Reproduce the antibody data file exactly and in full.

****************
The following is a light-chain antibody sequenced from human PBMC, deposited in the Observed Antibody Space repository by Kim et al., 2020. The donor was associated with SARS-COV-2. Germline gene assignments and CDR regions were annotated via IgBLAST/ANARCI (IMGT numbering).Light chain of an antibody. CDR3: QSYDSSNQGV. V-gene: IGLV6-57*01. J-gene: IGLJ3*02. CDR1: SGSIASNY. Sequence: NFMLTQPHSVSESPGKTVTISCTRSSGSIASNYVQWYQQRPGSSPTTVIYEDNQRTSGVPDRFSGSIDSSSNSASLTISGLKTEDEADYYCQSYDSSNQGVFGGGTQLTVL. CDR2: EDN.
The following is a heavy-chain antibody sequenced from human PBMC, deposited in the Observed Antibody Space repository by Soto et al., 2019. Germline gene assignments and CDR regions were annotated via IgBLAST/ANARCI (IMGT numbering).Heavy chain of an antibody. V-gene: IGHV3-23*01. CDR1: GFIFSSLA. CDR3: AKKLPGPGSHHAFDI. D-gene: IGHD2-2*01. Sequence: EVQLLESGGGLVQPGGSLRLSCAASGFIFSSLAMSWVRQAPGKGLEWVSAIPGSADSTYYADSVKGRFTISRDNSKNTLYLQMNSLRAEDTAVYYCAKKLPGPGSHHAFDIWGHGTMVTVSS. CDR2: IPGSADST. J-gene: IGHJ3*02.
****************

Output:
The following is a light-chain antibody sequenced from human PBMC, deposited in the Observed Antibody Space repository by Kim et al., 2020. The donor was associated with SARS-COV-2. Germline gene assignments and CDR regions were annotated via IgBLAST/ANARCI (IMGT numbering).Light chain of an antibody. CDR3: QSYDSSNQGV. V-gene: IGLV6-57*01. J-gene: IGLJ3*02. CDR1: SGSIASNY. Sequence: NFMLTQPHSVSESPGKTVTISCTRSSGSIASNYVQWYQQRPGSSPTTVIYEDNQRTSGVPDRFSGSIDSSSNSASLTISGLKTEDEADYYCQSYDSSNQGVFGGGTQLTVL. CDR2: EDN.
The following is a heavy-chain antibody sequenced from human PBMC, deposited in the Observed Antibody Space repository by Soto et al., 2019. Germline gene assignments and CDR regions were annotated via IgBLAST/ANARCI (IMGT numbering).Heavy chain of an antibody. V-gene: IGHV3-23*01. CDR1: GFIFSSLA. CDR3: AKKLPGPGSHHAFDI. D-gene: IGHD2-2*01. Sequence: EVQLLESGGGLVQPGGSLRLSCAASGFIFSSLAMSWVRQAPGKGLEWVSAIPGSADSTYYADSVKGRFTISRDNSKNTLYLQMNSLRAEDTAVYYCAKKLPGPGSHHAFDIWGHGTMVTVSS. CDR2: IPGSADST. J-gene: IGHJ3*02.